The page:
Aug 11, 2010

The Asia Trip: Udon in Kyoto

Outside the udon shop in Kyoto
While in Kyoto we stopped by this udon joint for some cheap eats. Udon is a fairly thick wheat-flour noodle that is typically served hot in a soupy soy sauce broth. This particular place was found on the main thoroughfare in Kyoto.

It was quite the bustling business inside, with a quick turnover and a revolving clientèle. Seriously, Japanese people slurp up these noodles as if they weren't mouth-burning boiling hot. They don't just eat it hot, they eat it fast. Like Hoover-fast. They do this with ramen as well. Udon tends to be cheaper than ramen though.
Udon making machine
Stepping inside, reveal this automatic udon noodle making machine. Not as impressive as hand-made (seriously, watching someone pull noodles by hand is mind-bottling! See Ricky Bobby.), but hey, it's fresh!
Udon chef boiling noodles
I haven't seen an entire restaurant dedicated to udon here in the States. At least not like this. The chefs cook the noodles inside what appear to be large fishing nets. I don't know if the twisting of the net is purposeful but, I'm not a master udon chef.
A nice selection of tempura for your udon
After you get your bowl of udon which regardless of what choice you pick is broth and noodles to be garnished with you choice of add-on tempura which included shrimp, chicken, and various veggies all around the 100 yen range.
All-you-can-scoop tempura bits and green onions
After picking your tempura (I selected a piece of chicken and a large Japanese potato slice), you can pile on the green onions, and tempura bits free-of-charge.
My masterpiece udon bowl!
Voila! My udon masterpiece! It was one of my favorite (and cheapest) meals in Japan. The price came out to about $5 for my bowl.
Udon in a nifty wooden tub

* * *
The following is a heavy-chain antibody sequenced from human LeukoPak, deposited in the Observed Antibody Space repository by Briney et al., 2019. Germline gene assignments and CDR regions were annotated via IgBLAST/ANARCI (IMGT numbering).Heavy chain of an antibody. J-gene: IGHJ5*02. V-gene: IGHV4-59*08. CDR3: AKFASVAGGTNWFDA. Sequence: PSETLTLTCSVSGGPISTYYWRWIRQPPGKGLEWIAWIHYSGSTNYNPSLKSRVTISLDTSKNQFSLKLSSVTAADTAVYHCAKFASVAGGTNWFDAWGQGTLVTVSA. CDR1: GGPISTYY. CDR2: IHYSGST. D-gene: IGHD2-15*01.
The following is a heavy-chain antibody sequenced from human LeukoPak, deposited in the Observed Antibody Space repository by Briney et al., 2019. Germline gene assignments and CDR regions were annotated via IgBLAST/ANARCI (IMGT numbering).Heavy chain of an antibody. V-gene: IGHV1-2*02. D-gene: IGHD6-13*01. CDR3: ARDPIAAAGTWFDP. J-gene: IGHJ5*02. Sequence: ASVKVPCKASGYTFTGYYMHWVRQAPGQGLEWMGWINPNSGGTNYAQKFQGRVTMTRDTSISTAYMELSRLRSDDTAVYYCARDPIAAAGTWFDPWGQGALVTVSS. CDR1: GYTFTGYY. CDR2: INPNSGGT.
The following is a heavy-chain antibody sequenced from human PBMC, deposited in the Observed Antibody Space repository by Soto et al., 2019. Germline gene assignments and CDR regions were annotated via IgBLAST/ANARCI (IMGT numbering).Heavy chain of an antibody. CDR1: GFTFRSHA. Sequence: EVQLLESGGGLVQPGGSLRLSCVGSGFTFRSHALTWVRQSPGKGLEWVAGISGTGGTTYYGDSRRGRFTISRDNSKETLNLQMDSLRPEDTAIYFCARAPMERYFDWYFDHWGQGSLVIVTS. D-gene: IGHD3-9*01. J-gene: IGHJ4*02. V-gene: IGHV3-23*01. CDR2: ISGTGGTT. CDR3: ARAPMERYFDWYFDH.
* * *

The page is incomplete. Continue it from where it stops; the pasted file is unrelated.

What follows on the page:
My cousin's wife, got her udon in a wooden tub which is a nice aesthetic. I initially thought only the presentation was different, but the udon here is actually just floating in water. The broth is served on the side for dipping along with ginger and salt(?) for seasoning. She also got tempura sausages!


  1. Back in Tokyo I love to go to the udon chain called Hanamaru udon, it's basically the exact same thing as this one except looking much less old school. Love their cheap 100-200 yen plain udon!

  2. I like your review. I am not a big noodle I'm not sure if I would eat this...however, since I left my husband, I have been trying new things. Since I'm "allowed" to now. Maybe if I ever come across this item in Las Vegas, NV, USA I'll try it. But tell me, what makes it tasty? Oh and I do love Tempura items...does that potato taste like an Idaho potato would?

  3. Hm... a fair number of Japanese restaurants usually have an udon dish or two so I'm sure you can find it in one form or another in Vegas. I actually came across a udon shop in the OC today though... and they made their own noodles plus they fried up some fresh tempura for me!

    As for what makes it tasty, it's a light, but flavorful broth that's not too salty or rich and compliments the noodles well. As for the potato, I think it was a type of sweet potato but just slightly, so not really like your typical Idaho.

  4. Kyoto has the old school look down! Kinda feels like another time. I think this place was maybe 280 for plain udon medium-sized.

  5. Wandering ChopsticksSunday, January 22, 2012

    When I used to work down the street from the Shin-Sen-Gumi in Fountain Valley, I used to go every week. The robata side was dedicated to udon during lunch and had great specials with rice and chicken meatballs and iced tea for $6? I remember it as less than $8 because it was sooo absurdly cheap for the quality and amount of food.

    PS It's mind-boggling.

  6. I found a place in Fountain Valley that makes their own udon and sells it for 3-some with two pieces of vegetable tempura. It was pretty good!

    P.S. It's a pop reference. I'm aware that mind-boggling is the common usage.

  7. There is a restaurant almost exactly like this in Waikiki called Marukame Udon. Delicious and cheap but usually a long wait at peak times.

  8. Peak times means more turnover and fresh-cooked food though! I found a similar place here in southern California too!


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